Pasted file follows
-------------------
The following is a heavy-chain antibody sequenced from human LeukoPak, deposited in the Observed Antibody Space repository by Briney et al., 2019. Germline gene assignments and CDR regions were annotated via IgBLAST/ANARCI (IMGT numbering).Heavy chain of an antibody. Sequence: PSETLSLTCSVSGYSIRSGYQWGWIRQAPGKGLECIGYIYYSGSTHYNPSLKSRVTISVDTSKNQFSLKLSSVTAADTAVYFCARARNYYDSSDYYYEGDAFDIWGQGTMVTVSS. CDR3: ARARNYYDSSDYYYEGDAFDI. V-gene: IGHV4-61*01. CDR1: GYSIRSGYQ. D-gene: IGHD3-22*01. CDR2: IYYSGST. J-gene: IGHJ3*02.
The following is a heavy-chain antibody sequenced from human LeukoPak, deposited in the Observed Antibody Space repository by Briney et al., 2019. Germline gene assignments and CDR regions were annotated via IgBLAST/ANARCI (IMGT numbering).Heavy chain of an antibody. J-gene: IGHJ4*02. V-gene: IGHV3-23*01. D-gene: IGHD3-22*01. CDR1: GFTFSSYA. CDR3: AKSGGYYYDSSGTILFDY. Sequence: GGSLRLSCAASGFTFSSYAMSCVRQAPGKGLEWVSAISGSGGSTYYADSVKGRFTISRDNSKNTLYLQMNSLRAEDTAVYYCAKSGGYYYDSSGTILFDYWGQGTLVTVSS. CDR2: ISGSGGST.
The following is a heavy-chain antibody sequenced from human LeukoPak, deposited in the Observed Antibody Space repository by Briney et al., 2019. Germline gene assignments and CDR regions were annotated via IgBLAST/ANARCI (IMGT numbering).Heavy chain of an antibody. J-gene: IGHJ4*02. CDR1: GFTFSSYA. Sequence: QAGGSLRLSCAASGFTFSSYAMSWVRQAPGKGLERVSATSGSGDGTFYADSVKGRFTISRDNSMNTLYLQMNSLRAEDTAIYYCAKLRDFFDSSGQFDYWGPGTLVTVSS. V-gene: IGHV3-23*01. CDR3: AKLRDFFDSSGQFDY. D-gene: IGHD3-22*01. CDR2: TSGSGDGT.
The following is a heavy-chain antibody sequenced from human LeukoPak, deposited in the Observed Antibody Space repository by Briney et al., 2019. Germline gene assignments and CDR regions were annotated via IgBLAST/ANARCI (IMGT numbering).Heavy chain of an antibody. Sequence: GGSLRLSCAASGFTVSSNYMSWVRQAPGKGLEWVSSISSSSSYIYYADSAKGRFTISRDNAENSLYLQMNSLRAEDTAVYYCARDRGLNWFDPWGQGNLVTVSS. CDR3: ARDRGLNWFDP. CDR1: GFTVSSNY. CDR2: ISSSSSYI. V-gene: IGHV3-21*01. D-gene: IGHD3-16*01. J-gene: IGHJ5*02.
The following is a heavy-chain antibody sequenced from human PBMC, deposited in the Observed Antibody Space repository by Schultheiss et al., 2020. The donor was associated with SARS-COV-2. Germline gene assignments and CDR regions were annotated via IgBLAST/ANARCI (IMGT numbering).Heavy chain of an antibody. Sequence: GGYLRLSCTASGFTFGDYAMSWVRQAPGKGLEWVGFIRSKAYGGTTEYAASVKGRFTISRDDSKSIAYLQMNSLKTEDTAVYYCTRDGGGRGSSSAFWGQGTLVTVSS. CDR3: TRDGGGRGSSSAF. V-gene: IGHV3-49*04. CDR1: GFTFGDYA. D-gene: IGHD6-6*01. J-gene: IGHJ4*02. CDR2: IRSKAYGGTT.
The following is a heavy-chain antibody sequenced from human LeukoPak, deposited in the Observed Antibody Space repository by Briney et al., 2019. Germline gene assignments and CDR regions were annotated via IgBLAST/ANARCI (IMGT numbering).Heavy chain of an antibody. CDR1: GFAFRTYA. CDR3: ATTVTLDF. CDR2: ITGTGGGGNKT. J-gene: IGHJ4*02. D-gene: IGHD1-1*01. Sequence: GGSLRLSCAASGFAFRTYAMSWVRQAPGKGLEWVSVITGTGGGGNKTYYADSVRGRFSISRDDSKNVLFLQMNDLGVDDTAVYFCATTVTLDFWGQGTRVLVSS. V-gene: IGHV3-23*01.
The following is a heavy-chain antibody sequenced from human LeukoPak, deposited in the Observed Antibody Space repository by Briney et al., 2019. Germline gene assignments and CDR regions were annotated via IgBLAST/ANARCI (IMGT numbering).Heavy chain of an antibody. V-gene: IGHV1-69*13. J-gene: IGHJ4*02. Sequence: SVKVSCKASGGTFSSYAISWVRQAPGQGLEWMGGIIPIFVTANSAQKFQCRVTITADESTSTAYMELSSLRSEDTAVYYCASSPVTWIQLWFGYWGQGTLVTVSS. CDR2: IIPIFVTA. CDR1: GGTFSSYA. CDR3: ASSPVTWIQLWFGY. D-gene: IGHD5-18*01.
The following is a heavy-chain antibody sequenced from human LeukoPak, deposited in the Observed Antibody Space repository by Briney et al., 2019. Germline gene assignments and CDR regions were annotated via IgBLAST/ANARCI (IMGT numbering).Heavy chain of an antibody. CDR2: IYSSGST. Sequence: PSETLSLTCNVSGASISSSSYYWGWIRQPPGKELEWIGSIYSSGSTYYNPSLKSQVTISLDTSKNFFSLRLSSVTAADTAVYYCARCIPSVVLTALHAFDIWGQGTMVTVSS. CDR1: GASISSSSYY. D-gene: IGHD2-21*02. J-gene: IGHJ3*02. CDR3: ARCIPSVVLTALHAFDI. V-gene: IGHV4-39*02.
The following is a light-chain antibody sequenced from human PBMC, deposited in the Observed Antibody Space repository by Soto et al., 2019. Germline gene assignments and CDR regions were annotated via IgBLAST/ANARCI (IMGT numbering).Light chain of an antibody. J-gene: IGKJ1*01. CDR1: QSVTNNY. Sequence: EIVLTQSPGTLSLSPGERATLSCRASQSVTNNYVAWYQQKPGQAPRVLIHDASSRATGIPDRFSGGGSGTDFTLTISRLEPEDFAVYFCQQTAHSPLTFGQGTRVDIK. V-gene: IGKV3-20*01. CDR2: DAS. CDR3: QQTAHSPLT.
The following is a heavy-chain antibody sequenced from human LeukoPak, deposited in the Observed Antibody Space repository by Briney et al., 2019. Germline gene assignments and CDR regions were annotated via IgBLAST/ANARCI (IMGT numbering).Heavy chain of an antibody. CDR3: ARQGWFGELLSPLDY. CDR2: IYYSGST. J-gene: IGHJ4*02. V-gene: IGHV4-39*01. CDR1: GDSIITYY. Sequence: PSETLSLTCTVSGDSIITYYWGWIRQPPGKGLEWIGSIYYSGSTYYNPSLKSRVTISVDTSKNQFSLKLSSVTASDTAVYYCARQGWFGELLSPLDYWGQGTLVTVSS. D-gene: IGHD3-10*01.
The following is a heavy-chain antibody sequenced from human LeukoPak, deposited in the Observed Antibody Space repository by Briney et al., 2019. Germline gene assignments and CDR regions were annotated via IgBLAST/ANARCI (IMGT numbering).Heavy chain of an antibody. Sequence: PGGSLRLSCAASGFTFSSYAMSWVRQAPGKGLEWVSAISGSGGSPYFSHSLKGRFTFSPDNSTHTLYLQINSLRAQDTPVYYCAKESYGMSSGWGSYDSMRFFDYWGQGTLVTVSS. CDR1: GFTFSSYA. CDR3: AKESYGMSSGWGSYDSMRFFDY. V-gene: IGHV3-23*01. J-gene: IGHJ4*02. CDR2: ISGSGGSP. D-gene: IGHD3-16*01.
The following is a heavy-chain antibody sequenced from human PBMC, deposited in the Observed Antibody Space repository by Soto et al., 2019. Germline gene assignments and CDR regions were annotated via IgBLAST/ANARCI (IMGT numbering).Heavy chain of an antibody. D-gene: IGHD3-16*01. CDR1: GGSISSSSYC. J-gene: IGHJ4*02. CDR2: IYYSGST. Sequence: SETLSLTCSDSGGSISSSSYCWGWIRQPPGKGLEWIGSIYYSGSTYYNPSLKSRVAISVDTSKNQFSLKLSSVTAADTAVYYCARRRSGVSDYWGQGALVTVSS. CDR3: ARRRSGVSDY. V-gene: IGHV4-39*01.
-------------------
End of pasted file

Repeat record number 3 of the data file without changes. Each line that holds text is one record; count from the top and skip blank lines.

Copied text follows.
The following is a heavy-chain antibody sequenced from human LeukoPak, deposited in the Observed Antibody Space repository by Briney et al., 2019. Germline gene assignments and CDR regions were annotated via IgBLAST/ANARCI (IMGT numbering).Heavy chain of an antibody. J-gene: IGHJ4*02. CDR1: GFTFSSYA. Sequence: QAGGSLRLSCAASGFTFSSYAMSWVRQAPGKGLERVSATSGSGDGTFYADSVKGRFTISRDNSMNTLYLQMNSLRAEDTAIYYCAKLRDFFDSSGQFDYWGPGTLVTVSS. V-gene: IGHV3-23*01. CDR3: AKLRDFFDSSGQFDY. D-gene: IGHD3-22*01. CDR2: TSGSGDGT.